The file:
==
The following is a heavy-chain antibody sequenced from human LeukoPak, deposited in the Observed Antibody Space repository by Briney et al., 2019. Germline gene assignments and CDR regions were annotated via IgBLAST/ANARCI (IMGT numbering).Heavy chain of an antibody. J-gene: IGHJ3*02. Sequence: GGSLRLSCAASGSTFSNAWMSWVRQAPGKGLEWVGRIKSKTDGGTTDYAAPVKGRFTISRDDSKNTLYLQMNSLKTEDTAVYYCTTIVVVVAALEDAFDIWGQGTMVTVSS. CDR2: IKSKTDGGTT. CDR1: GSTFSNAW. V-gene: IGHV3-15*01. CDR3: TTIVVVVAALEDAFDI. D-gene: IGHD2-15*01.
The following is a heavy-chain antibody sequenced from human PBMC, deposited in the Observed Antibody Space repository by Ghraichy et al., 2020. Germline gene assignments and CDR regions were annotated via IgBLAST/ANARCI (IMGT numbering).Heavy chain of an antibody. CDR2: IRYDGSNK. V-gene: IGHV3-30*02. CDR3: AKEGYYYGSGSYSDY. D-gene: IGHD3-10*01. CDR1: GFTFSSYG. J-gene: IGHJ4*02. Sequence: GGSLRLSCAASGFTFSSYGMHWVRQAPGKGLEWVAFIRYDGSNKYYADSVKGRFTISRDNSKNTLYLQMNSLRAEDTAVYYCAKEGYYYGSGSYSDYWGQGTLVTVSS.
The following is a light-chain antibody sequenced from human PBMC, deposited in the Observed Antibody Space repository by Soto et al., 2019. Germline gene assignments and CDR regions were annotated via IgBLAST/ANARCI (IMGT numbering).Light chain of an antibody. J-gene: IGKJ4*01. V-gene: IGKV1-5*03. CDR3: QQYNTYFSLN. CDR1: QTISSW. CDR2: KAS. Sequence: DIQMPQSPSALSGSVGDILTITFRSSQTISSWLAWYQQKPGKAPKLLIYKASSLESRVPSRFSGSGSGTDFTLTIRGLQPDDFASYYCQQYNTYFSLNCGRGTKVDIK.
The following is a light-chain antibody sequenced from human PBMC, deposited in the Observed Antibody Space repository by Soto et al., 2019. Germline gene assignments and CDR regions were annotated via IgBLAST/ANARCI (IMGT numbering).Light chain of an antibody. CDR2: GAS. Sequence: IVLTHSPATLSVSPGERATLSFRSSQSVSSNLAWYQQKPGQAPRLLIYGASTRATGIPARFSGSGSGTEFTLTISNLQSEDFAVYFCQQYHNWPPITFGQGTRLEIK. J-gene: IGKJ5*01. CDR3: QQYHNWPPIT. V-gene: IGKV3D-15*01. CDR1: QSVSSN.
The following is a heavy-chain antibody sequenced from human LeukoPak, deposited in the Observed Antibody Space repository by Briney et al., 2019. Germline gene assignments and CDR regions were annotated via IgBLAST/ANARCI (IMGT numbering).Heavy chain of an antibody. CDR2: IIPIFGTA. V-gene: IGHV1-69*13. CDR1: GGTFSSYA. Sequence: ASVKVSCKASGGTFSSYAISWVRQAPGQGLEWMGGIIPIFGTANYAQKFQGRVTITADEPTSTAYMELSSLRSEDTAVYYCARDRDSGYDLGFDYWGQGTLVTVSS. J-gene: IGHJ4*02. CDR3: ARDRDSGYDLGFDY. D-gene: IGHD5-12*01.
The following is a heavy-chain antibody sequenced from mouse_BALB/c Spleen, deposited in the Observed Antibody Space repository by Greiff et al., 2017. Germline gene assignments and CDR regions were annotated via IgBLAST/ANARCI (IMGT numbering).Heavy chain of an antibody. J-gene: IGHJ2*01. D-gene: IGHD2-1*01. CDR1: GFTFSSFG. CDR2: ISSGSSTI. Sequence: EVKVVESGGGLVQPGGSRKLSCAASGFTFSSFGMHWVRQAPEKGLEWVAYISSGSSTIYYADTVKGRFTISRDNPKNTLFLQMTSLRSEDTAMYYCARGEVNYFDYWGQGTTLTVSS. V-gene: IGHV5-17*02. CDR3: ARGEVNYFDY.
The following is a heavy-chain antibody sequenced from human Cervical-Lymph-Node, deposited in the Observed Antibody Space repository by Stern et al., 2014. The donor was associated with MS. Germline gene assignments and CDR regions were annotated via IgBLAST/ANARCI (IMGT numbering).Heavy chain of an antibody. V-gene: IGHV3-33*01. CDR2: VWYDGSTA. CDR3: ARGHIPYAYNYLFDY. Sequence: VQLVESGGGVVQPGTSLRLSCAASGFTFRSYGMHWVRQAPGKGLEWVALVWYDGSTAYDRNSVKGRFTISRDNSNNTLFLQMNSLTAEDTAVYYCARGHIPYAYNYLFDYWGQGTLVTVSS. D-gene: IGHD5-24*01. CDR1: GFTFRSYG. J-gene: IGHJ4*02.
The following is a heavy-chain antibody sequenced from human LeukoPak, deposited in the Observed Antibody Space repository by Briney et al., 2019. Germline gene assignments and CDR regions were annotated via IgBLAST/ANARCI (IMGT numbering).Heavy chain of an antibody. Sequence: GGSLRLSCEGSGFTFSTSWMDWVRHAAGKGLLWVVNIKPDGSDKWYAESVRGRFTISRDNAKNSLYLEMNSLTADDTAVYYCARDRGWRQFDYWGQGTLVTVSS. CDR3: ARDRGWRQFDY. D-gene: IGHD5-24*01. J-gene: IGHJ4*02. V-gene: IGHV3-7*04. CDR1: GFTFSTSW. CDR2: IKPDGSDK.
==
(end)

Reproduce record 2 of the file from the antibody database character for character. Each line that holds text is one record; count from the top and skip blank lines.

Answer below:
The following is a heavy-chain antibody sequenced from human PBMC, deposited in the Observed Antibody Space repository by Ghraichy et al., 2020. Germline gene assignments and CDR regions were annotated via IgBLAST/ANARCI (IMGT numbering).Heavy chain of an antibody. CDR2: IRYDGSNK. V-gene: IGHV3-30*02. CDR3: AKEGYYYGSGSYSDY. D-gene: IGHD3-10*01. CDR1: GFTFSSYG. J-gene: IGHJ4*02. Sequence: GGSLRLSCAASGFTFSSYGMHWVRQAPGKGLEWVAFIRYDGSNKYYADSVKGRFTISRDNSKNTLYLQMNSLRAEDTAVYYCAKEGYYYGSGSYSDYWGQGTLVTVSS.